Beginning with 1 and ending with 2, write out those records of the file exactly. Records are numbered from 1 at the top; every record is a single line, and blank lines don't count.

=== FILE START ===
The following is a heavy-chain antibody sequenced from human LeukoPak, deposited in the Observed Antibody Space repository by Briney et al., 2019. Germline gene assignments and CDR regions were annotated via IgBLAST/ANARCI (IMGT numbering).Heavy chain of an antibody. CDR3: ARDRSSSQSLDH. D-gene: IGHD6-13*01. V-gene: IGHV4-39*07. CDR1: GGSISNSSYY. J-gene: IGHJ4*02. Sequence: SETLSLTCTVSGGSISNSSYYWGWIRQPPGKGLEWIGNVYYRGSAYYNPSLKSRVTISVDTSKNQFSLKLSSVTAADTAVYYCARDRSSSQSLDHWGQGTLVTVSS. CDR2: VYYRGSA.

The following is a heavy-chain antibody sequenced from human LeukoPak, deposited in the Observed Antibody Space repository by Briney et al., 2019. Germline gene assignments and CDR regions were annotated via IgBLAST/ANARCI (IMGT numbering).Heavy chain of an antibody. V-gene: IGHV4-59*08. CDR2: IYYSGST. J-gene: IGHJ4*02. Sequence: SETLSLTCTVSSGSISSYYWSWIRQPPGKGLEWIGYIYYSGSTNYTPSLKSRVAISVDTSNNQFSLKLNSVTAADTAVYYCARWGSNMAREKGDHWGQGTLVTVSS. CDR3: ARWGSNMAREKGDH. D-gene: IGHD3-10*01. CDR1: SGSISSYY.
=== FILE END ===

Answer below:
The following is a heavy-chain antibody sequenced from human LeukoPak, deposited in the Observed Antibody Space repository by Briney et al., 2019. Germline gene assignments and CDR regions were annotated via IgBLAST/ANARCI (IMGT numbering).Heavy chain of an antibody. CDR3: ARDRSSSQSLDH. D-gene: IGHD6-13*01. V-gene: IGHV4-39*07. CDR1: GGSISNSSYY. J-gene: IGHJ4*02. Sequence: SETLSLTCTVSGGSISNSSYYWGWIRQPPGKGLEWIGNVYYRGSAYYNPSLKSRVTISVDTSKNQFSLKLSSVTAADTAVYYCARDRSSSQSLDHWGQGTLVTVSS. CDR2: VYYRGSA.

The following is a heavy-chain antibody sequenced from human LeukoPak, deposited in the Observed Antibody Space repository by Briney et al., 2019. Germline gene assignments and CDR regions were annotated via IgBLAST/ANARCI (IMGT numbering).Heavy chain of an antibody. V-gene: IGHV4-59*08. CDR2: IYYSGST. J-gene: IGHJ4*02. Sequence: SETLSLTCTVSSGSISSYYWSWIRQPPGKGLEWIGYIYYSGSTNYTPSLKSRVAISVDTSNNQFSLKLNSVTAADTAVYYCARWGSNMAREKGDHWGQGTLVTVSS. CDR3: ARWGSNMAREKGDH. D-gene: IGHD3-10*01. CDR1: SGSISSYY.